Wednesday, April 17, 2019


One of the better-known judges of Israel was Samson, whose mighty strength led God's people against the Philistines at a critical time in their journey. The Philistines had been a bane in Israel's side for quite awhile, and they would continue to be, but Samson would declare a powerful, though temporary, victory over them. 

There are really three big scenes that we remember when it comes to Samson. We remember how his wife, Delilah, deceived him and cut off his braids. We remember how he, as a blind jester, pushed down the columns of the Philistine theater and killed thousands with his own death. And we remember, at least vaguely, that time he slayed the enemy with the jawbone of an ass. 

It is this third story to which we turn today. 

Because it's not like Samson particularly trained to use the jawbone of an ass as a weapon. Given his choice, it probably wasn't his first pick, but it was there, and it was strong, and he used it to the glory of God. And then, when the battle was over, he did something unexpected: he simply discarded it. 

This was an Israel with a powerful enemy, an Israel who didn't want to find herself without a weapon to fight with. And Samson was still firmly in Philistine territory. It would have made sense for him to harness this jawbone on his hip until and unless he found something better with which to defend himself. But he didn't. 

And Israel was known for her trophies, as well. Later, when David slays Goliath, they take Goliath's sword and put it into a holy place as a relic. We know this because when David later finds himself in need of a sword, he is offered Goliath's sword by the holy man. So there's that. Samson could have taken the jawbone as a token of victory and enshrined it. But he didn't. 

As I was reading this passage earlier this year, the note that I wrote about this passage was simply this: Samson discarded the jawbone because he no longer needed a weapon and he didn't need a trophy. 

Oh, how far this seems from our own experience. 

We are a people who won't give up our weapons, who always feel the need to have something with us to defend ourselves. Whether it be our words or something stronger, we're always right on the edge of fighting for ourselves. We feel like we have to. We feel the pressures of the world pressing in on us. We feel the weight of brokenness creeping in. Around every corner lurks a shadow, and most of us are unwilling to walk in this world without a weapon of some sort. We can't imagine being a people who fight only when God tells us to fight, who could actually claim a victory; we have to fight all the time, don't we?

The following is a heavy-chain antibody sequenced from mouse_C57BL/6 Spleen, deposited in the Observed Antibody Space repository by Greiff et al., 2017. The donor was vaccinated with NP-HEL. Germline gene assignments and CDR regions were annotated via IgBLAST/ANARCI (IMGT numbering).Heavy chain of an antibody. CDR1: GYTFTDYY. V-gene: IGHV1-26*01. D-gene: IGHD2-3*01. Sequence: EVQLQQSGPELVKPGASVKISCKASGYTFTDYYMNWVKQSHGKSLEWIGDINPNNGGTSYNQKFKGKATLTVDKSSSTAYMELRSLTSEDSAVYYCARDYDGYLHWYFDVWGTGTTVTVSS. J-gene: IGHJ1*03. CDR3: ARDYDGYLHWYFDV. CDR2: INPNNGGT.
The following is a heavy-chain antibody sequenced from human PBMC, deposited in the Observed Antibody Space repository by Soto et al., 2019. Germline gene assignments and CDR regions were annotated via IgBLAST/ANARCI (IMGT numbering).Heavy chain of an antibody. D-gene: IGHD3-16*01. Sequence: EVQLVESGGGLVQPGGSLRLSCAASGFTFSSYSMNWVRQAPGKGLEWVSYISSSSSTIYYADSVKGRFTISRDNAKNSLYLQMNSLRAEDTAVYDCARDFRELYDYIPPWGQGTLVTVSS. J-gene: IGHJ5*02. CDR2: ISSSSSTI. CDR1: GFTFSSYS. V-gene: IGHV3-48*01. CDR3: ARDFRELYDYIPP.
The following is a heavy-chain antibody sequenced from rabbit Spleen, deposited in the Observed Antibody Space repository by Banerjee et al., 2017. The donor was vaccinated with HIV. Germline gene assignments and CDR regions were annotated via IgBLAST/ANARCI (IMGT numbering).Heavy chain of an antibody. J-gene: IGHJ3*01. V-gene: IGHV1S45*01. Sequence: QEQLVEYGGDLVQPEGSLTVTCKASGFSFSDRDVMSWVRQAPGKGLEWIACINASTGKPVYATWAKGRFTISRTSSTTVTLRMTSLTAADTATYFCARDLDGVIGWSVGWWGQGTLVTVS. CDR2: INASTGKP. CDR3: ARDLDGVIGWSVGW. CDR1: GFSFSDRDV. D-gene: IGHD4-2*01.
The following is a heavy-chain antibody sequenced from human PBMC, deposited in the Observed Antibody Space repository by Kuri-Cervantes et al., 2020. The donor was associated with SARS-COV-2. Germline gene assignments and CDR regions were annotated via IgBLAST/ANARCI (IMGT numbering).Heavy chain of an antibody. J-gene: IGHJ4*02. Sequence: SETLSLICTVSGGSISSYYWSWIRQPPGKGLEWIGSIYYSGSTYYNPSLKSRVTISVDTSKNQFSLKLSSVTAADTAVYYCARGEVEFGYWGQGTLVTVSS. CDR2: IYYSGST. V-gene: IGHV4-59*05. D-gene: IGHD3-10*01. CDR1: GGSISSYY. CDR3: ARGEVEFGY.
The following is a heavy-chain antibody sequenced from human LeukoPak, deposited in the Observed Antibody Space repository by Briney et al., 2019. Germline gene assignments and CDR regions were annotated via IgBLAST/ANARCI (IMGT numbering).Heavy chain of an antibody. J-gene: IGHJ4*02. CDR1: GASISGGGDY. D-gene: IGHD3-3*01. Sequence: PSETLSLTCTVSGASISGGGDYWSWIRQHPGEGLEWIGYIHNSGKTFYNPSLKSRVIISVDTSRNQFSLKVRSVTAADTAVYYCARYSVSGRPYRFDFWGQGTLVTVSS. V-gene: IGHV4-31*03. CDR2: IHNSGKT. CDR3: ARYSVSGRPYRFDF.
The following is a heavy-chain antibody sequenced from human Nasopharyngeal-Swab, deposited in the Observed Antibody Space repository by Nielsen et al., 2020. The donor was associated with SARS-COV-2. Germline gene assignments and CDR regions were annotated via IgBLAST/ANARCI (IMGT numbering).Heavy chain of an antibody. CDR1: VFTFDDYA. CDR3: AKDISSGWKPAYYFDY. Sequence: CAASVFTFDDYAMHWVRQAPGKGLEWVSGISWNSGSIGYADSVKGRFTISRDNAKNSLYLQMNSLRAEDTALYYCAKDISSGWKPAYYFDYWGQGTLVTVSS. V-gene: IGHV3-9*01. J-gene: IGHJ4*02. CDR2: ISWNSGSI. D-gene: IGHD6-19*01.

And when we do have victory, we want a trophy. We want some remembrance of what we've been through, of what we've accomplished. In the best cases, of what God has done for us. We are a people who build altars and enshrine tokens as reminders of our best days. It's why we buy the T-shirts and the commemorative DVDs and carry small crosses in our pockets. We can't seem to help ourselves. Our lives, and our homes, are full of our trophies. Most of us would have that jawbone on our mantels. Guests would come over and say, "What's that?" and we would tell them the story of how we conquered the Philistines. 

But Samson didn't need either, and if we're being honest, neither do we. 

The truth is that weapons keep us on constant guard for the future and trophies keep us mired in the past, despite the fact that our lives are lived only in the present. The jawbone was useful only in the battle. Before hand, it wouldn't have crossed Samson's mind to consider it for the future; he wasn't packing a jawbone "just in case." Afterward, it didn't matter; the battle was over, fought and won. It was only valuable in the present, and the present was now something new entirely. 

It's something that's just far too easy for us to forget, for us to not even consider. We live so much in the past and in the future that we miss the present entirely, until we realize it's too late. And then we try to live it again, but we can't. All of a sudden, we find ourselves with a faith that trusts God for tomorrow and tries to cling to Him yesterday but doesn't remember what's going on right now, where He is with us right now. But our faith is a faith that can only be faith in the present. Right now. 

And with a right now kind of faith, so often it is the case that we no longer need weapons and we don't need trophies. 

It's time to lay our jawbones down. 

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